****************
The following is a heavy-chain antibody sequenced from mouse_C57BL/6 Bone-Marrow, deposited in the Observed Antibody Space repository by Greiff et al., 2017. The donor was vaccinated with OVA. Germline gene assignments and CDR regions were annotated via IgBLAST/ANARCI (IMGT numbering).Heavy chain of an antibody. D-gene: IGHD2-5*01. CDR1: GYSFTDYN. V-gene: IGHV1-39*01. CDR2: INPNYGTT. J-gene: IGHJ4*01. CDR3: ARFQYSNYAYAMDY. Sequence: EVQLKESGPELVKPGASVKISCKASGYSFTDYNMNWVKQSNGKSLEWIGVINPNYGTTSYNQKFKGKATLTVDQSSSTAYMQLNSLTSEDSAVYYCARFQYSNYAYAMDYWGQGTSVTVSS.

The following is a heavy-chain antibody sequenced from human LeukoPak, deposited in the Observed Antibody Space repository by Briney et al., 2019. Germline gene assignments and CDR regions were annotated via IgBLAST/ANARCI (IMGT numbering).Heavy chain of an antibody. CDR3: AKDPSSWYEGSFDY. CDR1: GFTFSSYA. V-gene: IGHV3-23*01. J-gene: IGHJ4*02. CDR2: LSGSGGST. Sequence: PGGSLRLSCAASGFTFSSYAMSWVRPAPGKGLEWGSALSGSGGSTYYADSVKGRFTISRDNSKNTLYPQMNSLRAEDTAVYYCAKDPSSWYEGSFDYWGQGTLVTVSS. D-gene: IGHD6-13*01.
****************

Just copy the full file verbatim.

The following is a heavy-chain antibody sequenced from mouse_C57BL/6 Bone-Marrow, deposited in the Observed Antibody Space repository by Greiff et al., 2017. The donor was vaccinated with OVA. Germline gene assignments and CDR regions were annotated via IgBLAST/ANARCI (IMGT numbering).Heavy chain of an antibody. D-gene: IGHD2-5*01. CDR1: GYSFTDYN. V-gene: IGHV1-39*01. CDR2: INPNYGTT. J-gene: IGHJ4*01. CDR3: ARFQYSNYAYAMDY. Sequence: EVQLKESGPELVKPGASVKISCKASGYSFTDYNMNWVKQSNGKSLEWIGVINPNYGTTSYNQKFKGKATLTVDQSSSTAYMQLNSLTSEDSAVYYCARFQYSNYAYAMDYWGQGTSVTVSS.

The following is a heavy-chain antibody sequenced from human LeukoPak, deposited in the Observed Antibody Space repository by Briney et al., 2019. Germline gene assignments and CDR regions were annotated via IgBLAST/ANARCI (IMGT numbering).Heavy chain of an antibody. CDR3: AKDPSSWYEGSFDY. CDR1: GFTFSSYA. V-gene: IGHV3-23*01. J-gene: IGHJ4*02. CDR2: LSGSGGST. Sequence: PGGSLRLSCAASGFTFSSYAMSWVRPAPGKGLEWGSALSGSGGSTYYADSVKGRFTISRDNSKNTLYPQMNSLRAEDTAVYYCAKDPSSWYEGSFDYWGQGTLVTVSS. D-gene: IGHD6-13*01.